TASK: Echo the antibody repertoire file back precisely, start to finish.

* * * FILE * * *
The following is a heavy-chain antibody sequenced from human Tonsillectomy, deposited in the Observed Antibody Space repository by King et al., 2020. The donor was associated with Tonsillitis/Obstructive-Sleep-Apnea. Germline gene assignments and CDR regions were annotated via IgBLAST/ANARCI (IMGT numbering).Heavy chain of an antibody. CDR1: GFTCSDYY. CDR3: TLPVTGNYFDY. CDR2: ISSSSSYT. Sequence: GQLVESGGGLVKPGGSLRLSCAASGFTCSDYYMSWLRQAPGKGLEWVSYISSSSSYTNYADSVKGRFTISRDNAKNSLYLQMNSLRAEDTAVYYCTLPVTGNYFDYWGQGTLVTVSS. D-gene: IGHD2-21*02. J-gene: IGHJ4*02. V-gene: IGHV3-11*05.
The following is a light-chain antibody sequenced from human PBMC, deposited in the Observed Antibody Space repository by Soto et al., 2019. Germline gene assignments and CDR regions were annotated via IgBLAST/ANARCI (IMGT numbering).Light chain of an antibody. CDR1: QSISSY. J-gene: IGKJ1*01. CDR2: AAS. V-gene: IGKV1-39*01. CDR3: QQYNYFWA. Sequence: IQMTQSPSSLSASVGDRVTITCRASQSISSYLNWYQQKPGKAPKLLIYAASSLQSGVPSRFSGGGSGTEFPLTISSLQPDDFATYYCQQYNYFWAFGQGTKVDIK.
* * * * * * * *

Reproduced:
The following is a heavy-chain antibody sequenced from human Tonsillectomy, deposited in the Observed Antibody Space repository by King et al., 2020. The donor was associated with Tonsillitis/Obstructive-Sleep-Apnea. Germline gene assignments and CDR regions were annotated via IgBLAST/ANARCI (IMGT numbering).Heavy chain of an antibody. CDR1: GFTCSDYY. CDR3: TLPVTGNYFDY. CDR2: ISSSSSYT. Sequence: GQLVESGGGLVKPGGSLRLSCAASGFTCSDYYMSWLRQAPGKGLEWVSYISSSSSYTNYADSVKGRFTISRDNAKNSLYLQMNSLRAEDTAVYYCTLPVTGNYFDYWGQGTLVTVSS. D-gene: IGHD2-21*02. J-gene: IGHJ4*02. V-gene: IGHV3-11*05.
The following is a light-chain antibody sequenced from human PBMC, deposited in the Observed Antibody Space repository by Soto et al., 2019. Germline gene assignments and CDR regions were annotated via IgBLAST/ANARCI (IMGT numbering).Light chain of an antibody. CDR1: QSISSY. J-gene: IGKJ1*01. CDR2: AAS. V-gene: IGKV1-39*01. CDR3: QQYNYFWA. Sequence: IQMTQSPSSLSASVGDRVTITCRASQSISSYLNWYQQKPGKAPKLLIYAASSLQSGVPSRFSGGGSGTEFPLTISSLQPDDFATYYCQQYNYFWAFGQGTKVDIK.